Experimental constraints on the damp peridotite solidus and oceanic mantle potential temperature

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Science  03 Mar 2017:
Vol. 355, Issue 6328, pp. 942-945
DOI: 10.1126/science.aaj2165

Turning up the mantle temperature

The temperature at which Earth's mantle begins to melt is a long-standing question in geology. Sarafian et al. present a clever set of experiments to determine the impact of small amounts of water on the melting temperature of mantle rock (see the Perspective by Asimow). This allowed them to reinterpret geophysical observations of melting in the mantle and revise estimates of mantle temperature upward. A hotter mantle has a multitude of implications for mantle melting and geodynamic processes.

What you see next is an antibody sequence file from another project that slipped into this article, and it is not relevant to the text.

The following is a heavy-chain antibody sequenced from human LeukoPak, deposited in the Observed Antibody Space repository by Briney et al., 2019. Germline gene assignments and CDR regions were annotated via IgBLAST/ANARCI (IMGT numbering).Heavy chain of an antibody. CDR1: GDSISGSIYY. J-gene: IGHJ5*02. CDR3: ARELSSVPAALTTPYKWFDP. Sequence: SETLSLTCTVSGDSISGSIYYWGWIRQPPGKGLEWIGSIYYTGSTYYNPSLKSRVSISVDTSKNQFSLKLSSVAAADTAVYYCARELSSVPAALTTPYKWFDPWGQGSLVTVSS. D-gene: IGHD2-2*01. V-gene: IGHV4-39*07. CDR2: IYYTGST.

Science, this issue p. 942; see also p. 908


Decompression of hot mantle rock upwelling beneath oceanic spreading centers causes it to exceed the melting point (solidus), producing magmas that ascend to form basaltic crust ~6 to 7 kilometers thick. The oceanic upper mantle contains ~50 to 200 micrograms per gram of water (H2O) dissolved in nominally anhydrous minerals, which—relative to its low concentration—has a disproportionate effect on the solidus that has not been quantified experimentally. Here, we present results from an experimental determination of the peridotite solidus containing known amounts of dissolved hydrogen. Our data reveal that the H2O-undersaturated peridotite solidus is hotter than previously thought. Reconciling geophysical observations of the melting regime beneath the East Pacific Rise with our experimental results requires that existing estimates for the oceanic upper mantle potential temperature be adjusted upward by about 60°C.